In this embodiment, as the fuel, natural gas, naphtha, light hydrocarbon (including methane, ethane, propane, and butane), and oxygen-containing hydrocarbon represented by alcohol such as dimethyl ether and methanol can be used. Further, gasoline containing no sulfur can also be used. However, compressed natural gas, which is called CNG, propane gas, and butane gas are best suitable for the present invention because an infrastructure for supplying these gases has already been built and these gases have a high calorific value, so that the tank capacity can be decreased.

The reforming catalyst used in this embodiment may be any catalyst that has conventionally been used when hydrogen is produced from the aforementioned feedstock gas by the water vapor reforming process.

The hydrogen permeation tube 203 is composed of a hydrogen-permeable metallic membrane that allows only the produced hydrogen to pass through and supplies it to the fuel cell. Since the hydrogen-permeable metallic membrane allows only hydrogen to pass through selectively, the separated hydrogen has a very high purity not lower than 99.999%, so that it is best suitable as hydrogen for a polymer electrolyte fuel cell.

In addition, the yielded hydrogen is immediately separated selectively from the product according to reaction by the hydrogen permeation tube 203 to decrease the partial pressure of hydrogen in the product. Therefore, the reaction proceeds to the side on which hydrogen increases, with the result that the degree of conversion at the same reaction temperature increases. In other words, although the conventional methane reforming process requires a temperature of about 800 C. in the reaction zone, the membrane reformer 2 of this embodiment can achieve the same degree of conversion at a temperature of 500 to 600 C. by the use of the hydrogen permeation tube 203. Thus, the hydrogen permeation tube 203 allows hydrogen to pass through and thereby the chemical reaction can be shifted to the side on which hydrogen increases, so that the reforming temperature decreases by about 200 to 300 C. Therefore, the quantity of heat for heating the reaction gas is saved, so that the thermal efficiency increases significantly. Also, since the reaction temperature is low, an inexpensive material with low heat resistance can be used for the equipment, and therefore the cost of equipment can be reduced. For these reasons, this embodiment is especially suitable for a fuel cell automobile.

The hydrogen-permeable metallic membrane with a thickness of 5 to 50 μm is formed on an inorganic porous layer to selectively allow hydrogen to pass through. The inorganic porous layer under the metallic membrane is a carrier for holding the hydrogen-permeable metallic membrane, and is formed of porous stainless steel nonwoven fabric, ceramics, glass, or the like with a thickness in the range of 0.1 mm to 1 mm. Further, a wire mesh consisting of a single layer or a plurality of layers is preferably arranged on the inside of the inorganic porous layer as a structure reinforcing member.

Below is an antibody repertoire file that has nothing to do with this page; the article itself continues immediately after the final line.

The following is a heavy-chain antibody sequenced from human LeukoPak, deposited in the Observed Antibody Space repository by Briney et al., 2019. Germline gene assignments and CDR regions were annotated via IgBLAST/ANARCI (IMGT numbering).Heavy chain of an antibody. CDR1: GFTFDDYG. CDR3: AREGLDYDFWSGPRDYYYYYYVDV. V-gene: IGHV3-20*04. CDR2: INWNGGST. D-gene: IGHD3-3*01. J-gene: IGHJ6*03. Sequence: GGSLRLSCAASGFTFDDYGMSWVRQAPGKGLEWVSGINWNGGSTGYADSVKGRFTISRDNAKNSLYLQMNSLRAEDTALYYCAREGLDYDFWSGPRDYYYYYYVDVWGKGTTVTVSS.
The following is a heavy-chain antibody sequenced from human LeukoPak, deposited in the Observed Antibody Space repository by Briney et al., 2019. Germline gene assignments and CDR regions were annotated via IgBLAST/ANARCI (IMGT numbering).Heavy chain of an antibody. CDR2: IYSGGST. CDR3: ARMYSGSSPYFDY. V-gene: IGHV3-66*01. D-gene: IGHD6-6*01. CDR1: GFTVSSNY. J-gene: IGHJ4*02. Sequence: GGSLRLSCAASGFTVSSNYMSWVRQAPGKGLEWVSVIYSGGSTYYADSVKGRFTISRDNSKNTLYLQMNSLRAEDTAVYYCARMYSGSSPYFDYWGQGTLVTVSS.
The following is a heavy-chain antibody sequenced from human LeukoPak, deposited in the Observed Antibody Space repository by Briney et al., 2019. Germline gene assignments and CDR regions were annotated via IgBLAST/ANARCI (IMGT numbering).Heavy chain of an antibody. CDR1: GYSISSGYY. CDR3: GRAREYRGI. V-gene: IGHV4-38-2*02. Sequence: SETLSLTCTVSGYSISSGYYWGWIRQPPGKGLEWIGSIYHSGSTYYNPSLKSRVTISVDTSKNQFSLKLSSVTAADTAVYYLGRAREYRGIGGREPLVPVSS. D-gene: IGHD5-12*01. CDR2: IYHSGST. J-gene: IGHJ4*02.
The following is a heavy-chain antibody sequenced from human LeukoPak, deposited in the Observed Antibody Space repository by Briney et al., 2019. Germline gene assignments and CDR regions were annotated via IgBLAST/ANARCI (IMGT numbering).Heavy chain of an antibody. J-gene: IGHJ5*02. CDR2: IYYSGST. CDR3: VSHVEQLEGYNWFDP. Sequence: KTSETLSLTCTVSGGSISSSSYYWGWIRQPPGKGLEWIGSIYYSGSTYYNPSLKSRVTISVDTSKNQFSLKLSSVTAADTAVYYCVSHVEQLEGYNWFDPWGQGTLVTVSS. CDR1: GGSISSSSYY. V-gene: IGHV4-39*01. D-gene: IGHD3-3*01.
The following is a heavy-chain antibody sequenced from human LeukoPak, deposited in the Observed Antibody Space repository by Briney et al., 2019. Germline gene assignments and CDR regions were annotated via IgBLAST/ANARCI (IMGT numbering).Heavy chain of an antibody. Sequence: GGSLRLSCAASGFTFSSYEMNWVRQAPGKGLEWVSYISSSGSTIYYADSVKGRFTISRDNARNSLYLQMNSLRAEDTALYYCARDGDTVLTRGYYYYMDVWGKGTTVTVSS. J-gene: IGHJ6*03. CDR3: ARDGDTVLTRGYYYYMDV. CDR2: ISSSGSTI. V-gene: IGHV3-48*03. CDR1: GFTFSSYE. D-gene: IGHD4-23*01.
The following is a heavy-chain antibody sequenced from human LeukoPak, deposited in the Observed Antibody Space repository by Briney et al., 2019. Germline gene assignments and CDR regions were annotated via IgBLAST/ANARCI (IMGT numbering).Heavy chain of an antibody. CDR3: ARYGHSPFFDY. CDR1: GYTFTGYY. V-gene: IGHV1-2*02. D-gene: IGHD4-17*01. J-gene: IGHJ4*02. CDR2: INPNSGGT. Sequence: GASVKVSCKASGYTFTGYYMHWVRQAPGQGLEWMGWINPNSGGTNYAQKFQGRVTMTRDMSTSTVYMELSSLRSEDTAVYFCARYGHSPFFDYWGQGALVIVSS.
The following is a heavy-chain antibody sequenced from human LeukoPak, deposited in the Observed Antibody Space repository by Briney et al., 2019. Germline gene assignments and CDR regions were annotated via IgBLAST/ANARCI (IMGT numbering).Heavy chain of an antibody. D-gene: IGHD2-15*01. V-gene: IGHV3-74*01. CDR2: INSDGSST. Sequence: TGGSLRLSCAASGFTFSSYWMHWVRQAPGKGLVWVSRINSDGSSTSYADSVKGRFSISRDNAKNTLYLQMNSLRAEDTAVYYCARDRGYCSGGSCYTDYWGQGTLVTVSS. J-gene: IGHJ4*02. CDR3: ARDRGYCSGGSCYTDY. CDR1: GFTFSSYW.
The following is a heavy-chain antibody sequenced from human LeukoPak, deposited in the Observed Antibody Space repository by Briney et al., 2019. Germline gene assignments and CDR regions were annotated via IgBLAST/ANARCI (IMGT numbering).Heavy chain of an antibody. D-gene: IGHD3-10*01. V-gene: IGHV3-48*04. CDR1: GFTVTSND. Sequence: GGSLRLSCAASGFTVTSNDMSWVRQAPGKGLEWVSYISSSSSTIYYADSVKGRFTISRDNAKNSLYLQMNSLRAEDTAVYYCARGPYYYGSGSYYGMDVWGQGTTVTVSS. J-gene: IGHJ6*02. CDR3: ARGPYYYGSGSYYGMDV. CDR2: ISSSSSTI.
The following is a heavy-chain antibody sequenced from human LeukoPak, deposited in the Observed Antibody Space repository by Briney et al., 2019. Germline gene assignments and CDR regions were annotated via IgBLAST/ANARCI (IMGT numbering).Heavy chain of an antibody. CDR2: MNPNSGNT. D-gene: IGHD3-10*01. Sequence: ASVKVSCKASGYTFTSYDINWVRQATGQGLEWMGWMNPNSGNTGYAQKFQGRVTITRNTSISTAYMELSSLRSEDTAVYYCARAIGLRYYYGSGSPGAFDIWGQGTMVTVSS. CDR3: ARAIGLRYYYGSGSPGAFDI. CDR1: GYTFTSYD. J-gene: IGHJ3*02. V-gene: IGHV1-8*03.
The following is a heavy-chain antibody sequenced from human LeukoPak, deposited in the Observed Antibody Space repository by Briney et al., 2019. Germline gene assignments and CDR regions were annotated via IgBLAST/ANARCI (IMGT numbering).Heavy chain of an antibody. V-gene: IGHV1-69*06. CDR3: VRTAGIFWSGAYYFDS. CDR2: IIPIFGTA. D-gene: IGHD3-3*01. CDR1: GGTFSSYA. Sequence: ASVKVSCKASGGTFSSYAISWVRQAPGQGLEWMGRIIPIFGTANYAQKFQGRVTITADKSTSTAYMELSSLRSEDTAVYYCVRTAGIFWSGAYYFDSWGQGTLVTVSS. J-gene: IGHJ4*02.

Preferably, the hydrogen-permeable metallic membrane should be a non-porous layer of any of an alloy containing Pd, an alloy containing Ni, and an alloy containing V. As the alloy containing Pd, Pd—Ag alloy, Pd—Y alloy, Pd—Ag—Au alloy, etc. can be enumerated. As the alloy containing V, V—Ni alloy, V—Ni—Co alloy, etc. can be enumerated. Also, as the alloy containing Ni, LaNi5 etc. can be enumerated. Also, a method for producing a non-porous Pd layer has been disclosed in U.S. Pat. No. 3,155,467, for example.

The fuel cell automobile in accordance with this embodiment may further be provided with a hydrogen storage apparatus 5 incorporating a hydrogen absorbing alloy as shown in FIG. 1. In this case, the hydrogen outlet of the membrane reformer 2 can be connected to the hydrogen storage apparatus 5. Thereby, the partial pressure of hydrogen on the recovery side of the membrane reformer 2 is decreased, by which hydrogen can be withdrawn rapidly from the membrane reformer 2. Also, the hydrogen stored in the hydrogen storage apparatus 5 can be supplied to the fuel cell 3 at the time of operation start of automobile. Therefore, an effect that the running of automobile can be started simultaneously with the operation start can be anticipated.